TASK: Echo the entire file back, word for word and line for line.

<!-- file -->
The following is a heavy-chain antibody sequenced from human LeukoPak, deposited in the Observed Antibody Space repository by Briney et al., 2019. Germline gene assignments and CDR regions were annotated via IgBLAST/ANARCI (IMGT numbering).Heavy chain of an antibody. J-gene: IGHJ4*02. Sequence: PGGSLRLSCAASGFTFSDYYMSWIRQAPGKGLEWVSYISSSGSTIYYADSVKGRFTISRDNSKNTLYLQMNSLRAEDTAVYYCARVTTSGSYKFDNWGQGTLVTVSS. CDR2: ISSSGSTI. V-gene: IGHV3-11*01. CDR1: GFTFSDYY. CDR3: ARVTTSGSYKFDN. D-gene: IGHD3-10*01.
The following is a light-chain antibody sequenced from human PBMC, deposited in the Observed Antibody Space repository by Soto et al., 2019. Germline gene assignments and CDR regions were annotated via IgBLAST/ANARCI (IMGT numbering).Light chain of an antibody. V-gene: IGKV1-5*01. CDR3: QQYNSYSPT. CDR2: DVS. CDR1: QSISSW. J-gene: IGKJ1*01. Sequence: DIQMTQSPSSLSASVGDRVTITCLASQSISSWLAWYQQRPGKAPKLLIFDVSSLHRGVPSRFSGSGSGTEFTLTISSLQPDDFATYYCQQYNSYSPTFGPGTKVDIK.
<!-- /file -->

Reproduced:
The following is a heavy-chain antibody sequenced from human LeukoPak, deposited in the Observed Antibody Space repository by Briney et al., 2019. Germline gene assignments and CDR regions were annotated via IgBLAST/ANARCI (IMGT numbering).Heavy chain of an antibody. J-gene: IGHJ4*02. Sequence: PGGSLRLSCAASGFTFSDYYMSWIRQAPGKGLEWVSYISSSGSTIYYADSVKGRFTISRDNSKNTLYLQMNSLRAEDTAVYYCARVTTSGSYKFDNWGQGTLVTVSS. CDR2: ISSSGSTI. V-gene: IGHV3-11*01. CDR1: GFTFSDYY. CDR3: ARVTTSGSYKFDN. D-gene: IGHD3-10*01.
The following is a light-chain antibody sequenced from human PBMC, deposited in the Observed Antibody Space repository by Soto et al., 2019. Germline gene assignments and CDR regions were annotated via IgBLAST/ANARCI (IMGT numbering).Light chain of an antibody. V-gene: IGKV1-5*01. CDR3: QQYNSYSPT. CDR2: DVS. CDR1: QSISSW. J-gene: IGKJ1*01. Sequence: DIQMTQSPSSLSASVGDRVTITCLASQSISSWLAWYQQRPGKAPKLLIFDVSSLHRGVPSRFSGSGSGTEFTLTISSLQPDDFATYYCQQYNSYSPTFGPGTKVDIK.